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Legitimate (Film Review)

Izzy Lee's "Legitimate"

Izzy Lee’s “Legitimate”

Boston filmmaker Izzy Lee’s first short, Legitimate, may only have a running time of five and a half minutes, but it certainly packs a punch in that time.  Opening on the infamous quote from Senator Todd Akin (“If it’s a legitimate rape, the female body has ways to shut that whole thing down.”), Lee’s film quickly makes its aim clear: to speak truth to power, in the most horrifying way imaginable.

A senator (Michael Thurber) arrives in a dark, underground room, which we quickly realize is a strip club of some sort.  A beautiful dancer (Karin “UnAmerika’s Sweetheart” Webb), tied up in a long rope, proceeds to dance for him for a couple of minutes, rhythmically twisting and turning as she gradually unties herself for him.  The whole thing unfolds to a sinister, thumping score, a scene which recalls the heyday of Argento or even De Palma in its judicious integration of sound and image.

Lee’s camerawork and editing are extremely polished and intuitive, and her mise-en-scene and color sensibility is flawless, evoking the perfect balance of seduction and menace.

Izzy Lee's "Legitimate"

Izzy Lee’s “Legitimate”

Suddenly, the senator starts looking ill; he collapses, and three women dressed in plastic (one of whom is the director, wearing a mask) gather around him, looking positively gleeful.  Without giving too much away, the next scene reveals the senator, looking much worse for wear, writhing on the pavement in the cold light of day.  The soundtrack has changed markedly to a sadistically chipper country number (reminiscent of the soundtrack of Craven’s The Hills Have Eyes), which clashes wonderfully with the senator’s bloodstained appearance and grimaces of agony.  No one would question that whatever just befell him was a “legitimate” violation—and yet, as demonstrated in early Cronenberg, the horror of seeing a violated male body resonates very differently, in a broad cultural sense, than seeing a violated female body.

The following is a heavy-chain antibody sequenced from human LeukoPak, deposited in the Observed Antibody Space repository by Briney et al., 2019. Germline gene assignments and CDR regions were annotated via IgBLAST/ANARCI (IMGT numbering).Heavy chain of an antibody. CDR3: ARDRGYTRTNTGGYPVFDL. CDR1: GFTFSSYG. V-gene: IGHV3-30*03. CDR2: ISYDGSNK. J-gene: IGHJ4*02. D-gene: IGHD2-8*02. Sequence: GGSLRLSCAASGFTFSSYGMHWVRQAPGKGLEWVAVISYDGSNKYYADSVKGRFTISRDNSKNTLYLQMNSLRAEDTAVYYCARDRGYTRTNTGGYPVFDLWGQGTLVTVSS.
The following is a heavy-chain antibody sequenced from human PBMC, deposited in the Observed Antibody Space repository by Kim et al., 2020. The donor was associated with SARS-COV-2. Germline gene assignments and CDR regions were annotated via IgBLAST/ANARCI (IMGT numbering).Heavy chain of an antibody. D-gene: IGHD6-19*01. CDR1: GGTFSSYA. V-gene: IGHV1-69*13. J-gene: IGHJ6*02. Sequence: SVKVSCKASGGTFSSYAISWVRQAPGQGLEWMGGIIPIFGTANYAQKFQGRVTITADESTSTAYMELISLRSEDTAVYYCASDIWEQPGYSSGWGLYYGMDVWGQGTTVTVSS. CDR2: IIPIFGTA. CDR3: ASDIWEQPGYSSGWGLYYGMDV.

Seeing women’s bodies being violated is something we’re so accustomed to that people like Akin feel they can presume to make distinctions between “legitimate” and “illegitimate” violations, a level of audacity and hubris that Lee skewers perfectly in Legitimate.  The senator’s lascivious glance gets turned back on him, and he doesn’t like the results one bit.

The fact that this is Lee’s first short is quite impressive; her voice is assured, and her direction is top-notch.  After an informal conversation with her, I learned that her next projects include a fake trailer for the Brattle Theater’s annual competition, followed by a festival bumper for Celluloid Horror Fest’s competition (to be judged by the inimitable Soska twins, of American Mary fame).  All of this is exciting, to be sure, but I only have one question for Lee: when will she make her first feature?

[rating=6]

By Lita Robinson

 

Lita Robinson works in the world of film festivals and indie distribution at Visit Films and Baxter Brothers Releasing in Brooklyn.  She holds a Master’s in Cinema Studies from NYU and has a particular fascination with the intersection of feminist theory and body horror.  You can read more of her work at her blog, LitaOnFilm.com, or find her on facebook at facebook.com/LitaOnFilm.

About Lita Robinson

Lita Robinson holds a B.A. in Film Studies from Smith College, and an M.A. in Cinema Studies at the Tisch School of the Arts at NYU. She currently works in sales and distribution, and consults as a story editor on the side.

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